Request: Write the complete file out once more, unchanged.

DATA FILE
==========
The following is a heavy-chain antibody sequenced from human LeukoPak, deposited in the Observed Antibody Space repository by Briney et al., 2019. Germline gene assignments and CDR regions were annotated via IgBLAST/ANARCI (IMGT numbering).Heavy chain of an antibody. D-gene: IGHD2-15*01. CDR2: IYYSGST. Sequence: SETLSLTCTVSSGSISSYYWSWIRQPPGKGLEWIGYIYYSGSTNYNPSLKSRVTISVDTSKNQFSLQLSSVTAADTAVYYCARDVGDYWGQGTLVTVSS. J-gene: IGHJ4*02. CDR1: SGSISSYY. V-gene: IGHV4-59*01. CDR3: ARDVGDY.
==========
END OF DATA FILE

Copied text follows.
The following is a heavy-chain antibody sequenced from human LeukoPak, deposited in the Observed Antibody Space repository by Briney et al., 2019. Germline gene assignments and CDR regions were annotated via IgBLAST/ANARCI (IMGT numbering).Heavy chain of an antibody. D-gene: IGHD2-15*01. CDR2: IYYSGST. Sequence: SETLSLTCTVSSGSISSYYWSWIRQPPGKGLEWIGYIYYSGSTNYNPSLKSRVTISVDTSKNQFSLQLSSVTAADTAVYYCARDVGDYWGQGTLVTVSS. J-gene: IGHJ4*02. CDR1: SGSISSYY. V-gene: IGHV4-59*01. CDR3: ARDVGDY.